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2015 Report Cards
California Delegation / Bills Cosponsored

These special year-end statistics dissect the legislative records of Members of Congress during the 2015 legislative year (Jan 6, 2015-Dec 31, 2015), looking at Members who served at the end of that period. This page was last updated on Jan 9, 2016.

A higher or lower number below doesn’t necessarily make a legislator any better or worse, or more or less effective, than other Members of Congress. We present these statistics for you to understand the quantitative aspects of legislating and make your own judgements based on what legislative activities you think are important.

Keep in mind that there are many important aspects of being a legislator besides what can be measured, such as constituent services and performing oversight of the executive branch, which aren’t reflected here.

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Bills Cosponsored

The number of bills cosponsored by each legislator in 2015.

California Delegation
most bills
#1 537 Rep. Michael “Mike” Honda [D-CA17, 2013-2016]
#2 491 Rep. Barbara Lee [D-CA13]
#3 437 Rep. Judy Chu [D-CA27]
#4 428 Rep. Mark Takano [D-CA41]
#5 415 Rep. Alan Lowenthal [D-CA47]
#6 404 Rep. Zoe Lofgren [D-CA19]
#7 381 Rep. Scott Peters [D-CA52]
#8 371 Rep. Jared Huffman [D-CA2]
#9 344 Rep. Eric Swalwell [D-CA15]
#10 343 Rep. Ted Lieu [D-CA33]
#11 333 Rep. Grace Napolitano [D-CA32]
#12 315 Rep. Julia Brownley [D-CA26]
#13 297 Rep. Tony Cárdenas [D-CA29]
#14 293 Rep. Mark DeSaulnier [D-CA11]
#15 285 Rep. Anna Eshoo [D-CA18]
#16 281 Rep. Adam Schiff [D-CA28]
#17 280 Rep. Sam Farr [D-CA20, 2013-2016]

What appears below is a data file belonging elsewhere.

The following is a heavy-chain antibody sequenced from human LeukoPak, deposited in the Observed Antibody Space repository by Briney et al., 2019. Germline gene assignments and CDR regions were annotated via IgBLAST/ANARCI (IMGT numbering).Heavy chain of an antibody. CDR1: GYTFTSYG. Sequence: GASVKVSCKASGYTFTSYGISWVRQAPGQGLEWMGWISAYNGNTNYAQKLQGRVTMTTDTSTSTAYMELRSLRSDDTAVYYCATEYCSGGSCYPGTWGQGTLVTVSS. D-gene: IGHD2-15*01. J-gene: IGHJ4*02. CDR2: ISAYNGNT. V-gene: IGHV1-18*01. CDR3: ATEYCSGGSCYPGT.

#18 275 Rep. John Garamendi [D-CA3]
#19 270 Rep. Juan Vargas [D-CA51]
#20 269 Rep. Doris Matsui [D-CA6]
#20 269 Rep. Mike Thompson [D-CA5]
#22 251 Rep. Jackie Speier [D-CA14]
#23 222 Rep. Karen Bass [D-CA37]
#24 214 Rep. Doug LaMalfa [R-CA1]
#25 196 Rep. Lois Capps [D-CA24, 2013-2016]
#26 195 Rep. Lucille Roybal-Allard [D-CA40]
#27 192 Rep. Susan Davis [D-CA53]
#27 192 Rep. Janice Hahn [D-CA44, 2013-2016]
#29 188 Rep. Jerry McNerney [D-CA9]
#30 184 Rep. Paul Cook [R-CA8]
#31 180 Rep. Brad Sherman [D-CA30]
#32 179 Rep. Linda Sánchez [D-CA38]
#33 173 Rep. Tom McClintock [R-CA4]
#34 166 Rep. David Valadao [R-CA21, 2013-2018]
#35 160 Rep. Raul Ruiz [D-CA36]
#36 155 Rep. Norma Torres [D-CA35]
#37 149 Rep. Maxine Waters [D-CA43]
#38 142 Rep. Duncan Hunter [R-CA50]
#39 139 Rep. Jim Costa [D-CA16]
#40 137 Rep. Ami Bera [D-CA7]
#41 136 Rep. Pete Aguilar [D-CA31]
#42 124 Rep. Dana Rohrabacher [R-CA48, 2013-2018]
#43 123 Rep. Devin Nunes [R-CA22]
#44 116 Rep. Loretta Sanchez [D-CA46, 2013-2016]
#45 113 Rep. Edward “Ed” Royce [R-CA39, 2013-2018]
#46 111 Rep. Steve Knight [R-CA25, 2015-2018]
#47 108 Rep. Mimi Walters [R-CA45, 2015-2018]
#48 100 Rep. Jeff Denham [R-CA10, 2013-2018]
#49 94 Rep. Ken Calvert [R-CA42]
#50 85 Rep. Xavier Becerra [D-CA34, 2013-2017]
#50 85 Rep. Darrell Issa [R-CA49, 2003-2018]
#52 41 Rep. Nancy Pelosi [D-CA12]
#53 4 Rep. Kevin McCarthy [R-CA23]
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Additional Notes

The Speaker’s Votes: Missed votes are not computed for the Speaker of the House. According to current House rules, the Speaker of the House is not required to vote in “ordinary legislative proceedings.” In practice this means the Speaker of the House rarely votes but is not considered absent.

Leadership/Ideology: The leadership and ideology scores are not displayed for Members of Congress who introduced fewer than 10 bills, or, for ideology, for Members of Congress that have a low leadership score, as there is usually not enough data in these cases to compute reliable leadership and ideology statistics.

Missing Bills: We exclude bills from some statistics where the sponsor’s original intent is not in the final bill because the bill’s text was replaced in whole with unrelated provisions (i.e. it became a vehicle for passage of unrelated provisions).

Ranking Members (RkMembs): The chair of a committee is always selected from the political party that holds the most seats in the chamber, called the “majority party”. The “ranking member” (sometimes “RkMembs”) is the title given to the senior-most member of the committee not in the majority party.

Freshmen/Sophomores: Freshmen and sophomores are Members of Congress whose first term (in the same chamber at the end of 2015) was the 114th Congress (freshmen) or 113th (sophomores). Members of Congress who took office within the last few months of a Congress are considered freshmen in the next Congress as well.